New minimum wage rates took effect on Saturday, July 1st in cities, counties and states across the country.

In San Francisco and Los Angeles, the increase is a step toward a minimum wage of $15 an hour.

The minimum wage went up to $14 an hour in San Francisco on Saturday, on the way to $15 next year. In Los Angeles, city and county, the minimum wage rises to between $10.50 and $12, depending on the size of the business. It will hit $15 for all businesses in 2021.

Other parts of the country have approved more bumps. Maryland raised the minimum wage from $8.75 to $9.25 last weekend, then up to $10.10 next year.

The federal minimum wage is $7.25 an hour. Congress hasn’t raised it in 10 years.

Minimum wage was raised in the following cities as of July 1, 2017:

  • Chicago, Illinois: $11 an hour.

  • Cook County, Illinois: $10 an hour.

  • Emeryville, California: $15.20 an hour for businesses with more than 56 employees, and $14 an hour for businesses with 55 or fewer employees.

  • Flagstaff, Arizona: $10.50 an hour.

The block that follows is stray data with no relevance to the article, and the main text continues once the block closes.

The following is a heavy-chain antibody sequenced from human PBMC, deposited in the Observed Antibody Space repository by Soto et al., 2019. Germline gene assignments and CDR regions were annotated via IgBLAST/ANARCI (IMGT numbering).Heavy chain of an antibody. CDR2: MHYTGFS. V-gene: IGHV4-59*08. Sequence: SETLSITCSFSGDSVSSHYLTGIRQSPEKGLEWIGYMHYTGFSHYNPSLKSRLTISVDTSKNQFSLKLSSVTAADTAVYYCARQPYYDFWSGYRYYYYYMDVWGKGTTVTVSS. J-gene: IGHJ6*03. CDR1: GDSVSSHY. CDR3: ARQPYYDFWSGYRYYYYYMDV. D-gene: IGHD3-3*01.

• Los Angeles city and county: $12 an hour for businesses with more than 26 employees, and $10.50 an hour for businesses with 25 or fewer employees.

  • Maryland: $9.25 an hour.

  • Milpitas, California: $11 an hour.

  • Montgomery County, Maryland: $11.50 an hour.

  • Oregon: $10.25 an hour. (Exception: $11.25 an hour in the Portland metro area, and $10 an hour in some counties designated as “non-urban.”)

  • Pasadena, California: $12 an hour for businesses with 26 or more employees, and $10.50 an hour or businesses with 25 or fewer employees.

  • San Francisco, California: $14 an hour.

  • San Jose, California: $12 an hour.

  • San Leandro, California: $12 an hour.

  • Santa Monica, California: $12 an hour for businesses with 26 or more employees, and $10.50 an hour or businesses with 25 or fewer employees.

  • Washington, D.C.: $12.50 an hour.

 

NEXT STEPS:

  • Be sure to post up-to-date required minimum wage posters for all locations.

  • Adjust pay rates for employees making minimum wage as of July 1, 2017.

Sources: Employment Policies Institute, National Employment Law Project, National Conference for State Legislatures and Business for a Fair Minimum Wage.